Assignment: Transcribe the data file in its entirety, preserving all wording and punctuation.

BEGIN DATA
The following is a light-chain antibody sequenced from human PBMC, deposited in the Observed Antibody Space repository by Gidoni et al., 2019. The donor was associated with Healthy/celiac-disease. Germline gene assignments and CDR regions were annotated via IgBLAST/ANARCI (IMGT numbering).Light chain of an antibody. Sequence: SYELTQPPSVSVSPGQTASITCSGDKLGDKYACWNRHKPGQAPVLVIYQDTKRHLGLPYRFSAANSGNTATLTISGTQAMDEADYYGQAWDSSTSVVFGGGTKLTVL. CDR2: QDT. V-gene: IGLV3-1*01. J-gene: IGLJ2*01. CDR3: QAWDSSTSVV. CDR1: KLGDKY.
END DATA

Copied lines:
The following is a light-chain antibody sequenced from human PBMC, deposited in the Observed Antibody Space repository by Gidoni et al., 2019. The donor was associated with Healthy/celiac-disease. Germline gene assignments and CDR regions were annotated via IgBLAST/ANARCI (IMGT numbering).Light chain of an antibody. Sequence: SYELTQPPSVSVSPGQTASITCSGDKLGDKYACWNRHKPGQAPVLVIYQDTKRHLGLPYRFSAANSGNTATLTISGTQAMDEADYYGQAWDSSTSVVFGGGTKLTVL. CDR2: QDT. V-gene: IGLV3-1*01. J-gene: IGLJ2*01. CDR3: QAWDSSTSVV. CDR1: KLGDKY.